On September 6, the Mars Rover Perseverance he drilled into a briefcase-sized rock with his incredibly sophisticated capture and sampling system, then snapped a photo to commemorate the first Martian rock recovered as part of his mission.
After a brief confusion, scientists and space enthusiasts finally saw the photo that conclusively showed a rock from Mars captured in the sample tube, and they were able to celebrate a truly historic moment.
Two days later drilled a few inches to the left on the same rock and captured another sample.
Perseverance is exploring the bottom of an ancient lake bed known as Jezero Crater, where scientists believe the remnants of ancient microbial life will be found on Mars, if any.
“NASA has a history of setting ambitious goals and then meeting them, reflecting our nation’s commitment to discovery and innovation.” said NASA Administrator Bill Nelson. “This is a momentous achievement and I can’t wait to see the incredible discoveries made by Perseverance and our team.”
An attempt on August 7 to pierce the Martian regolith I don’t capture anything, worrying scientists that their billion-dollar vehicle had flown the full 3.5 years to Mars only to return empty-handed.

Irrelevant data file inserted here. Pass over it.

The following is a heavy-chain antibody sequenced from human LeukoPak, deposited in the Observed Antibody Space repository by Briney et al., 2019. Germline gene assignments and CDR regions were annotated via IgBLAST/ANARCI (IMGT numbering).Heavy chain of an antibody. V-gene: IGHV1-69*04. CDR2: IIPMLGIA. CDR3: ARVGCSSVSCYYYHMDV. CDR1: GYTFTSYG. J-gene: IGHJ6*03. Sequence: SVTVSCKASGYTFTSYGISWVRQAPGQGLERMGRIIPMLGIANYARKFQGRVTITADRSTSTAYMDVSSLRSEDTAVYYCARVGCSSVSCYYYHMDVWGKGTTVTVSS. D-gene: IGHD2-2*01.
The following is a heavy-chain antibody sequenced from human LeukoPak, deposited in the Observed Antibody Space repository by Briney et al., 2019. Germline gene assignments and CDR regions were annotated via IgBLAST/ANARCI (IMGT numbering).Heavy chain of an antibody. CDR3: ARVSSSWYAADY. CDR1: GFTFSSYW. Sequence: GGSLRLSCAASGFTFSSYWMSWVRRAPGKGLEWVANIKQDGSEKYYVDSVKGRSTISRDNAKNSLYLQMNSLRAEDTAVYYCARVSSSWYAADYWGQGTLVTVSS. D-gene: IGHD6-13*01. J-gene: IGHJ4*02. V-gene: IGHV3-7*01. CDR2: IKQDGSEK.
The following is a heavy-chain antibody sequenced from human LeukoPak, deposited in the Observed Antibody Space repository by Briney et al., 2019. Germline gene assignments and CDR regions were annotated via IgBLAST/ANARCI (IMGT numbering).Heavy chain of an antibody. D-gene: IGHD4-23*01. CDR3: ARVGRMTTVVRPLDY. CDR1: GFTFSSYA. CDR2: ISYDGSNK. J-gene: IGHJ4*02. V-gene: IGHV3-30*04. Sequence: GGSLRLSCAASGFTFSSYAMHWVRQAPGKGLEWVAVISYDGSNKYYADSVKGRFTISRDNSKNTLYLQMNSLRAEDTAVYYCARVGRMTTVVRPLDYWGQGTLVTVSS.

“I’ve been on every Mars rover mission since the beginning, and this planet is always teaching us what we don’t know about it,” said Perseverance project manager Jennifer Trosper. “One thing I have found is that it is not unusual to have complications during complex activities that are performed for the first time.”
We know that there was an atmosphere and water on Mars billions of years ago, and if those conditions had been maintained long enough, there is a chance that life could regenerate.
The next stop after collecting samples from Jezero will be the fan-shaped delta of the ancient lake, a kind of landscape where life would explode with diversity and prosperity, at least on Earth. It has one of the best chances we’ll have to find microbial life forms. The delta could potentially contain clay, which quickly buries organic material. If there is clay, there may be remains of life.
Another opportunity will be the carbonate rocks, which have been located in Jezero using data from the Mars orbiter, and which have been shown on Earth to exquisitely preserve organic structures such as seashells.
Perseverance is planned to study the geography of Mars as it travels for a year or two, before depositing its samples at the landing site, where a search rover, which could be launched in 2026, will have to retrieve them.
It is harrowing to think that we are reporting on the collection of these samples now, but we may have to wait 10 years for them to return to Earth.
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